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Tuberculosis on the rise

[Liberia] Nurses at Methodist hospital. [Date picture taken: 10/27/2006]
Obinna Anyadike/IRIN

The number of Liberians suffering from tuberculosis rose dramatically in 2008, according to government statistics, and health officials say more needs to be done to educate people about preventing the debilitating disease.



In the second half of 2008 5,000 TB cases were recorded, compared to 3,000 in all of 2007, according to the National Office on Tuberculosis and Leprosy.



Ernest Choplopy, deputy manager of monitoring at the national office, said staff are still conducting research and the final figures for 2008 could be higher.



Dedeh Barr Kesselly, the office's deputy programme manager, told IRIN: “With these latest figures we can see a big problem exists in our society. TB is a big burden…because when someone contracts the disease it creates a large gap not only in our families, but also in our workforce, and in our economy.”



Tuberculosis is an airborne infectious disease that can be treated with antibiotics, but if not treated properly it can be fatal.



Each year nine million people around the world fall ill with the disease, according to the Center for HIV/AIDS, Viral Hepatititis, STD and TB Prevention.



Why the spread



Kesselly blames the rise on lack of awareness about how TB spreads, poor sanitation and overcrowded living conditions, combined with poor nutrition and a health infrastructure devastated by 14 years of war.



TB is transmitted through the air when an infected person coughs, talks, sneezes or spits.



TB flourishes in crowded, unhygienic environments. In November 2008 the disease spread among prisoners in the capital’s Monrovia Central prison, according to non-profit Centre for the Protection of Human rights.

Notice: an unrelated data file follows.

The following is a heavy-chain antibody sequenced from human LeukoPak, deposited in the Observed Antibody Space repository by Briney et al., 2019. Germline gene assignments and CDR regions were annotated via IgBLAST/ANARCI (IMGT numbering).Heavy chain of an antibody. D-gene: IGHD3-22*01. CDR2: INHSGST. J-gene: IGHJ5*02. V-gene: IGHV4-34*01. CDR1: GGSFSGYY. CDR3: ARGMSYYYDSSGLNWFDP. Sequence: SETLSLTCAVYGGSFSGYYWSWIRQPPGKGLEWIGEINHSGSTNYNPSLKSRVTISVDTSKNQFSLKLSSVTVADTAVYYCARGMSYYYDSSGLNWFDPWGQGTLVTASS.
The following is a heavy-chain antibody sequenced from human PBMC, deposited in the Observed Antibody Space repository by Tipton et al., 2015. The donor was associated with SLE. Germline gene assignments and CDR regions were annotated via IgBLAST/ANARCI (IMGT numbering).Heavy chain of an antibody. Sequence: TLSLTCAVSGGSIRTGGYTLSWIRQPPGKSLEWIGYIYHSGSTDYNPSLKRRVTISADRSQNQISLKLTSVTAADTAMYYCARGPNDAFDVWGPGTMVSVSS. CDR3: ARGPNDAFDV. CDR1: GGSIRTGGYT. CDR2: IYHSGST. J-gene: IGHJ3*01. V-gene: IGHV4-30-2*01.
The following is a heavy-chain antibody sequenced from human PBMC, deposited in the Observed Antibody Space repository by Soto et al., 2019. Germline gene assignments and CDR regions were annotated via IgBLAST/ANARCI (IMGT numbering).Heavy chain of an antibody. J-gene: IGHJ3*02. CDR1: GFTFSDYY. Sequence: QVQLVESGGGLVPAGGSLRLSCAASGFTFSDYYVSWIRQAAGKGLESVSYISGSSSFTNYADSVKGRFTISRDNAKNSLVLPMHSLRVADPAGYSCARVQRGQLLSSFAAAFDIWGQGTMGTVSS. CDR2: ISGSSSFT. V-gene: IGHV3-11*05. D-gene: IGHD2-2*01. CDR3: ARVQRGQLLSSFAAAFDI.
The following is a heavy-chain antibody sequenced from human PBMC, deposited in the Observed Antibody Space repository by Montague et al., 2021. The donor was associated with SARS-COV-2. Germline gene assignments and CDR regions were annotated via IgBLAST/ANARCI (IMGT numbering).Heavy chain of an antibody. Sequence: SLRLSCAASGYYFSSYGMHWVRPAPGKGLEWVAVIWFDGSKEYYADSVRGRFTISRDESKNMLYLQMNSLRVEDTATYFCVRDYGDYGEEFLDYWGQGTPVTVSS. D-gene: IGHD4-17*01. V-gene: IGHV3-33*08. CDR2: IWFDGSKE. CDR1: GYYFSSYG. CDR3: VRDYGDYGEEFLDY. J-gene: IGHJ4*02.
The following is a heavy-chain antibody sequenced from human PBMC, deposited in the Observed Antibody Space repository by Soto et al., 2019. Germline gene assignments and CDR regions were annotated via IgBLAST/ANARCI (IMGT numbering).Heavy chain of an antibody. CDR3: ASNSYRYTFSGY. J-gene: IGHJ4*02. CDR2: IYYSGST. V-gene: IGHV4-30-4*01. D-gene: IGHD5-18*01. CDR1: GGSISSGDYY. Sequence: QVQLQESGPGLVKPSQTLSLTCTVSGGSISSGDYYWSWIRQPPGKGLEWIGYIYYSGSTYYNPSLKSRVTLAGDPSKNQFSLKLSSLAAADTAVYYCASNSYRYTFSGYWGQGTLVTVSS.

Government intervention



The government runs a nationwide TB control programme to prevent new infections and extend access to treatment.



Supported by the Global Fund to fight AIDS, Tuberculosis and Malaria, the government runs 98 treatment centres in the country, where patients receive free consultations or drugs. But it is not reaching all rural areas throughout Liberia.



Fatorma Bolley of the World Health Organization in Liberia said there are enough drugs for existing patients until 2010, "so all sufferers with access to a clinic are given the drugs they need."



But not all sufferers have that access, and that is part of the problem, health workers said.



TB sufferers in rural areas are unable to access care, said Kesselly of the national office on TB and leprosy. The government is building 14 more clinics around the country, but even that will not be enough, she said.



The TB control programme lacks transport and even basic equipment to monitor infection rates, she said.



There are also not enough staff to run all the centres, Kesselly said. “Even if we could have adequate drugs all over the country, we need to develop more qualified staff to combat the infection."



And she said Liberians need to be made more aware of how the infection is passed on and how to detect it and seek treatment early.



“We need to proactively seek out prevention strategies, and look for funding sources beyond the Global Fund,” she told IRIN.



“To reach the Millennium Development Goal [of halting and reversing the incidence of malaria and other major diseases by 2015] we need to work harder, train up more staff and create more diagnostic services,” Kesselly said.



pw/aj/np

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